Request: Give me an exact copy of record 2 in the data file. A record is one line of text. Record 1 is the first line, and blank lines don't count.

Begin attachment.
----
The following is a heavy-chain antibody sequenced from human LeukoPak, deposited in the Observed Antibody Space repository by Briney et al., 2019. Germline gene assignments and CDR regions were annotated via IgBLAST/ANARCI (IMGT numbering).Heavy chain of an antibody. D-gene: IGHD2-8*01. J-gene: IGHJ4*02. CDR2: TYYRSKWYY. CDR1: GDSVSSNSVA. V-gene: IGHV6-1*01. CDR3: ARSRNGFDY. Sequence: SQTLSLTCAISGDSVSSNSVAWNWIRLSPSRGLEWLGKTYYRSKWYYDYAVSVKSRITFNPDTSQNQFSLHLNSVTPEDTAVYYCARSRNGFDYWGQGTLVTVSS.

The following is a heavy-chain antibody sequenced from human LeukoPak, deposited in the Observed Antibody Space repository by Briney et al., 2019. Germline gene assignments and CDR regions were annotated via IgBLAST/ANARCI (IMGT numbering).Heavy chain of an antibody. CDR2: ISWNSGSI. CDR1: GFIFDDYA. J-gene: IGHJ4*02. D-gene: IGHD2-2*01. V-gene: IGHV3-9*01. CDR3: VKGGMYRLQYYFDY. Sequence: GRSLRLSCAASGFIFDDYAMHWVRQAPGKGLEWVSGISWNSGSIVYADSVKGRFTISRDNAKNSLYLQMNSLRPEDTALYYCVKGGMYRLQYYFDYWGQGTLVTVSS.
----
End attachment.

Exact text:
The following is a heavy-chain antibody sequenced from human LeukoPak, deposited in the Observed Antibody Space repository by Briney et al., 2019. Germline gene assignments and CDR regions were annotated via IgBLAST/ANARCI (IMGT numbering).Heavy chain of an antibody. CDR2: ISWNSGSI. CDR1: GFIFDDYA. J-gene: IGHJ4*02. D-gene: IGHD2-2*01. V-gene: IGHV3-9*01. CDR3: VKGGMYRLQYYFDY. Sequence: GRSLRLSCAASGFIFDDYAMHWVRQAPGKGLEWVSGISWNSGSIVYADSVKGRFTISRDNAKNSLYLQMNSLRPEDTALYYCVKGGMYRLQYYFDYWGQGTLVTVSS.